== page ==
New anti-terrorism law takes Egypt into Orwellian territory

Reporters Without Borders condemns a ban on media reports that conflict with official accounts of armed attacks and operations by Jihadi militants. The ban is part of an anti-terrorism law that President Abdel Fattah al-Sisi ratified yesterday in the absence of an elected parliament.

Is journalism is now a crime?” Reporters Without Borders secretary-general Christophe Deloire asked. “In Egypt clearly yes, because the Sisi regime is using this new ‘anti-terrorism law’ to ban journalists from contradicting its own version of events." “Egyptians are entering an Orwellian world in which only the government is allowed to say what is happening. Even in countries where freedom of information is highly restricted, laws rarely suppress pluralism so blatantly. Egypt is sinking ever deeper into a terrible despotism that not only wants to control information and detain journalists but also put them under even more pressure than during the Mubarak era.” Published in the government gazette, the new law provides for fines of 200,000 to 500,000 Egyptian pounds (23,000 to 57,000 euros) for anyone disseminating “false” information about bombings or other operations by armed groups. A journalist who, for example, gave a bombing death toll at variance with the government’s, could be convicted of a criminal offence. Ever since Field Marshall Sisi seized power, the authorities have been using the fight against terrorism as grounds for systematically persecuting journalists who do not toe the official line. With at least 15 journalists currently detained just for doing their job, Egypt is ranked 158th out of 180 countries in the 2015 Reporters Without Borders press freedom index.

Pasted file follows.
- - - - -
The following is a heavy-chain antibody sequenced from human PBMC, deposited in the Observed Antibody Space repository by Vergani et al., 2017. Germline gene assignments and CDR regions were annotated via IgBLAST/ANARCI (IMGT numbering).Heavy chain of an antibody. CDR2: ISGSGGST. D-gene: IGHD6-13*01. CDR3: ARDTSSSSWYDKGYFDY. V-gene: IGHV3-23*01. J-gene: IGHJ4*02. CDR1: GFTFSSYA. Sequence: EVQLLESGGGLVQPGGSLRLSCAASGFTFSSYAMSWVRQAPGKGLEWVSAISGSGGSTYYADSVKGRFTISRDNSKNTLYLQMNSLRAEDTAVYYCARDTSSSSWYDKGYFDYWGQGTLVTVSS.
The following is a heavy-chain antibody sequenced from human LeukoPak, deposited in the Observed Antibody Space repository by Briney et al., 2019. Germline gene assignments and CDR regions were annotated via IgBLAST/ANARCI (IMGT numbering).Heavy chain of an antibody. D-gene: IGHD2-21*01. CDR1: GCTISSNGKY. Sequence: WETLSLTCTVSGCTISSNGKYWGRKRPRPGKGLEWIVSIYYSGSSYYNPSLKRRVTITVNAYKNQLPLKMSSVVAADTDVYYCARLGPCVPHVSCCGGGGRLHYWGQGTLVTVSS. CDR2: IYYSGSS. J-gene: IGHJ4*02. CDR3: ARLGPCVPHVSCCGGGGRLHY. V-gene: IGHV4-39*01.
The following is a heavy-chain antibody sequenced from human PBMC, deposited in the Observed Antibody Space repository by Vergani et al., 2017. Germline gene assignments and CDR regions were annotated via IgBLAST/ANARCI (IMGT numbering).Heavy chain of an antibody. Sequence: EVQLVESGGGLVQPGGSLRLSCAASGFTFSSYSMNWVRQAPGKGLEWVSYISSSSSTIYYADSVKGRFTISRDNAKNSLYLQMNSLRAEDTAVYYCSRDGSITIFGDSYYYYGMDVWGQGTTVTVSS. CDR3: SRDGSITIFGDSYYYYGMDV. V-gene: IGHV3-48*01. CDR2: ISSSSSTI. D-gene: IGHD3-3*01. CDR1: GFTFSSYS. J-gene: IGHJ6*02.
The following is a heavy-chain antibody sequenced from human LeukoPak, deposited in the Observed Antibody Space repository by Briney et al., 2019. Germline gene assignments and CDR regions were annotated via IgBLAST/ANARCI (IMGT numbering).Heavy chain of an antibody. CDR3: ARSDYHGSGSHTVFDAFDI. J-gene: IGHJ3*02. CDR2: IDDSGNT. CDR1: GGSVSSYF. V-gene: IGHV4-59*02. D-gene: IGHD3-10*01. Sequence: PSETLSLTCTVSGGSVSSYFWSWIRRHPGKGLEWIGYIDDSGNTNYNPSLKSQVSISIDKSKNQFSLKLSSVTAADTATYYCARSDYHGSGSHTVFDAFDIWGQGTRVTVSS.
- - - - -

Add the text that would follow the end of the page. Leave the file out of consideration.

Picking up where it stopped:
Published on
Updated on 20.01.2016